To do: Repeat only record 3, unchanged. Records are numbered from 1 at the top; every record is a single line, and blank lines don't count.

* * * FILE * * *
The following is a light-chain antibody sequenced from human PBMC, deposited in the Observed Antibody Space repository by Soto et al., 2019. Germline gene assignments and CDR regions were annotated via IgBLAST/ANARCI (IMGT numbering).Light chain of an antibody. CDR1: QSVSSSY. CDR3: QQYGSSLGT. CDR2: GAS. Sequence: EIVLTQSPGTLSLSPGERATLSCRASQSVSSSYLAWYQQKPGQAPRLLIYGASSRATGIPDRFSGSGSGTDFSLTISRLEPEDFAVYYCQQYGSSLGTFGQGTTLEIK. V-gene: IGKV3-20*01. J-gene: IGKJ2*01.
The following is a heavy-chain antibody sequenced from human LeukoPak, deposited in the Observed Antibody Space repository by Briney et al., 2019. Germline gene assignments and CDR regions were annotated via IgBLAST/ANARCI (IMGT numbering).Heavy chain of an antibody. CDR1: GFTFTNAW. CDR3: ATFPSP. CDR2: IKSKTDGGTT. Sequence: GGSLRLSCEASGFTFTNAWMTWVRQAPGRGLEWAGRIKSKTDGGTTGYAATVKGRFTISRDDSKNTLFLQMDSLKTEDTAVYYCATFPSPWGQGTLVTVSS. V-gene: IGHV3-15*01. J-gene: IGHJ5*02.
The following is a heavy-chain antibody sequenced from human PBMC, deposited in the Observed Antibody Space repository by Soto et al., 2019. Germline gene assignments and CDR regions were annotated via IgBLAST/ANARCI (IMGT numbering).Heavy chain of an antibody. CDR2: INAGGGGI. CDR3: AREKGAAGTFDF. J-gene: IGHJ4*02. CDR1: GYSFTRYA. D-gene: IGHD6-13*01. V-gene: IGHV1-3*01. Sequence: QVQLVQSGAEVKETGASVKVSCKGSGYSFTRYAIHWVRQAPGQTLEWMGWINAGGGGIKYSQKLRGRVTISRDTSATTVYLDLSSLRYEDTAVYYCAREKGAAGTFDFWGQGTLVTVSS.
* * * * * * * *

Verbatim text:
The following is a heavy-chain antibody sequenced from human PBMC, deposited in the Observed Antibody Space repository by Soto et al., 2019. Germline gene assignments and CDR regions were annotated via IgBLAST/ANARCI (IMGT numbering).Heavy chain of an antibody. CDR2: INAGGGGI. CDR3: AREKGAAGTFDF. J-gene: IGHJ4*02. CDR1: GYSFTRYA. D-gene: IGHD6-13*01. V-gene: IGHV1-3*01. Sequence: QVQLVQSGAEVKETGASVKVSCKGSGYSFTRYAIHWVRQAPGQTLEWMGWINAGGGGIKYSQKLRGRVTISRDTSATTVYLDLSSLRYEDTAVYYCAREKGAAGTFDFWGQGTLVTVSS.